US Chemical Safety Board issues new type of safety product entitled 'Dust Hazard Learning Review'

11 September 2020

On September 10, the US Chemical Safety and Hazard Investigation Board (CSB) released a new contractor report stemming from the 2017 fatal dust explosion at the Didion Milling facility in Cambria, Wisconsin.

The document entitled, “Dust Hazard Learning Review” produced for the CSB by Dynamic Inquiry LLC, gathered feedback from industries that handle combustible dust to identify the key barriers to improvement in the control and mitigation of combustible dust hazards.

On October 24, 2018, the CSB issued a “Call to Action” to gather comments on the management, control and understanding of combustible dust from companies, regulators, inspectors, safety training providers, researchers, unions and the workers affected by dust related hazards. The CSB received a total of 57 responses which are used throughout the safety review.

CSB Chairman Katherine Lemos said, “This learning review represents a new method for the CSB to examine an incident. The outcome of this specific review provides an opportunity for dust hazards to be examined from multiple perspectives, which may allow for a greater understanding of pre-existing assumptions and scenarios.”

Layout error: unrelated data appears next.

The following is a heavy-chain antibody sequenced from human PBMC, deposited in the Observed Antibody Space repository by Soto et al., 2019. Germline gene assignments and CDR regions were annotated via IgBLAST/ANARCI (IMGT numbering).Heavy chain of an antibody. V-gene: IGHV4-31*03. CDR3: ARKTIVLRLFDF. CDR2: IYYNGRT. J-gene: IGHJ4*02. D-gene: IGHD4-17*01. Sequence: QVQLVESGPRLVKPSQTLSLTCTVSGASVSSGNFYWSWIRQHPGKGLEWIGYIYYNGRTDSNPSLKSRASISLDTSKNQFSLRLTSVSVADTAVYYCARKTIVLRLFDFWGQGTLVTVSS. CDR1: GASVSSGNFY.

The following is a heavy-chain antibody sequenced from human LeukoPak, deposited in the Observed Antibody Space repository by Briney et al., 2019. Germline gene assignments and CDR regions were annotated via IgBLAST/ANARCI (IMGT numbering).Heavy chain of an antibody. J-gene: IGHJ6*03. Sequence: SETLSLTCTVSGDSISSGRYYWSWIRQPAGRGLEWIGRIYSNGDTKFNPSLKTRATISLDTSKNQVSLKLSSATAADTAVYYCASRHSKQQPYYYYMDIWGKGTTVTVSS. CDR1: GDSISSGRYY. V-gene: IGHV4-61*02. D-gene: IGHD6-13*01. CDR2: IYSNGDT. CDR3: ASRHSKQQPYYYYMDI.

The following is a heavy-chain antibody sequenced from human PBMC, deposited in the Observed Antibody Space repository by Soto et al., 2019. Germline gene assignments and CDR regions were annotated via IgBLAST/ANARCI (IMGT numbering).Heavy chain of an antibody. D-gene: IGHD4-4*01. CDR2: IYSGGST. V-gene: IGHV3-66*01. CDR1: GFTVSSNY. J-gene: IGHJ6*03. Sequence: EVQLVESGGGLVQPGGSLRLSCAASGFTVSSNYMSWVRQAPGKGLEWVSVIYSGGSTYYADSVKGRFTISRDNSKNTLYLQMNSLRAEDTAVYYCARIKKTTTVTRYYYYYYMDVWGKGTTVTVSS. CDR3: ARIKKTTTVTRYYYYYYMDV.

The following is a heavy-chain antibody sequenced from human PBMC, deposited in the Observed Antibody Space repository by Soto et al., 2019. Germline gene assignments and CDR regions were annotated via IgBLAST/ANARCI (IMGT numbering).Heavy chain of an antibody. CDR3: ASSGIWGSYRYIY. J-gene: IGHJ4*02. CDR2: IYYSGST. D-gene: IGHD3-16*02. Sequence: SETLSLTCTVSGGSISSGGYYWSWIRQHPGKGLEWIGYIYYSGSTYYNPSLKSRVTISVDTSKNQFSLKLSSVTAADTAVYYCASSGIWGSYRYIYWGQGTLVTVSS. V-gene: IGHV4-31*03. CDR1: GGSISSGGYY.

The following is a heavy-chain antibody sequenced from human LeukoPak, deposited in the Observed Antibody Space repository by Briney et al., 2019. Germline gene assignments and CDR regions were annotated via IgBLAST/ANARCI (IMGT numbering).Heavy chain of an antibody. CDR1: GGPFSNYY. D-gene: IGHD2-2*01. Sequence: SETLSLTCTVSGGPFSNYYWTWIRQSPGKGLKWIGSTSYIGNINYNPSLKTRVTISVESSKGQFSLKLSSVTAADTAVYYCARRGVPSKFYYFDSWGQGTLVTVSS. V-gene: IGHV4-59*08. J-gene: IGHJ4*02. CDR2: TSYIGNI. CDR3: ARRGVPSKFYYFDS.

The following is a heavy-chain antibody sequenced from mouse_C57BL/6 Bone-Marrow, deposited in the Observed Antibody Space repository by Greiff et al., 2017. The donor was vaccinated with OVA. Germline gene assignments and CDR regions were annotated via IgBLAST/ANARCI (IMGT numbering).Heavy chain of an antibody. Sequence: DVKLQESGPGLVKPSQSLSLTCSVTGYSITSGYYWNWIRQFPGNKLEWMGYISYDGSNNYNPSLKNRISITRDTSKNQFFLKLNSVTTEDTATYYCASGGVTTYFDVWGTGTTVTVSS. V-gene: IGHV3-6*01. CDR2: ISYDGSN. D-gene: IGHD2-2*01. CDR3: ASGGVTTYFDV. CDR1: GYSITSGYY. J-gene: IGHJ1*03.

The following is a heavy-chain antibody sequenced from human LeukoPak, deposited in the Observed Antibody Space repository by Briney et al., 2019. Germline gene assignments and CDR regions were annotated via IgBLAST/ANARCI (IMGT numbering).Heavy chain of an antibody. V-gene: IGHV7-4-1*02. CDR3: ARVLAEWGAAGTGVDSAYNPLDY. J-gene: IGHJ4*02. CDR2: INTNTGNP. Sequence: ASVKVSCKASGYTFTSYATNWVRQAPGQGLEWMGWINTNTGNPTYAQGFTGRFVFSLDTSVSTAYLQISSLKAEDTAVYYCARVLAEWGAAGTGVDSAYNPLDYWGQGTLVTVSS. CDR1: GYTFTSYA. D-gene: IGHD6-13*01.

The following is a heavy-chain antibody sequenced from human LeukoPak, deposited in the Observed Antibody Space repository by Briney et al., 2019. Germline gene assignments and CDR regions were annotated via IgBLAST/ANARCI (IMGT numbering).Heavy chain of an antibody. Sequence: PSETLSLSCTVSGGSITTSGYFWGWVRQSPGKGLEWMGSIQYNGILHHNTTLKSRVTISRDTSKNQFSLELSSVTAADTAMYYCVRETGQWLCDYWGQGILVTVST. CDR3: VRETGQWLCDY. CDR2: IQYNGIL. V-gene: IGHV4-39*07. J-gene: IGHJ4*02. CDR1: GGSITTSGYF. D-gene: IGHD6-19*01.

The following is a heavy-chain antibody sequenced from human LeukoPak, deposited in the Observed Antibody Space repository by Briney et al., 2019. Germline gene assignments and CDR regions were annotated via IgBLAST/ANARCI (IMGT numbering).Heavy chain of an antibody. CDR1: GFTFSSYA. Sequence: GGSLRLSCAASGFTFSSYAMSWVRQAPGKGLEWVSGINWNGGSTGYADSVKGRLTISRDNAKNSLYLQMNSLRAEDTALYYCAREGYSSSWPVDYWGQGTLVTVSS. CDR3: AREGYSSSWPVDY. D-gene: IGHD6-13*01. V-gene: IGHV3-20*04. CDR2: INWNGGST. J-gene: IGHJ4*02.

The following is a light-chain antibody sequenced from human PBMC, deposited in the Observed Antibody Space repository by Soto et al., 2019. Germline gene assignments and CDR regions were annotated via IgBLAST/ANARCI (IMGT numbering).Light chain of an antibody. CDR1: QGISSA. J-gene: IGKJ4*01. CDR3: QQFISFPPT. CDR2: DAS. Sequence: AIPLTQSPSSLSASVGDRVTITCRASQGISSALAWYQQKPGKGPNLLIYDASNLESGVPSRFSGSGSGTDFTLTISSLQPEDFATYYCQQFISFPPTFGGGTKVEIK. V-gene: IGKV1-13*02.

The CSB identified the following key issues:

– Sharing Information: The sharing of information between companies, industries, and regulators was the most desired goal requested from the respondents. These respondents felt that having a platform to share information and experiences openly, without fear of reprisal or punishment, would offer the best path forward to learn from others regarding dust hazard mitigations and best practices.

– Barriers to Improvement: Respondents identified the inability to achieve a dust-free environment. Review of the comments revealed that this may have been due to a normalisation of risk.

– Controls: The Call to Action revealed important challenges with the language used to describe combustible dust and its mitigation, suggesting it be presented as a distinct hazard, not simply as an “issue of tidying up the place”. It was also clear that all levels of communication need to improve within facilities that have combustible dust.

In summary, the CSB found that the responses from the “Call to Action” captured several industry wide insights into the issues, concerns and opportunities faced by dust-producing operations daily.

Chairman Katherine Lemos said, “The CSB hopes that this product provides further insight and understanding of combustible dust hazards. Our goal is to continue to examine incidents from multiple perspectives to better enhance prevention and continually drive chemical safety.”

Read the “Dust Learning Hazard Review” by clicking here.

For more information, visit: www.csb.gov

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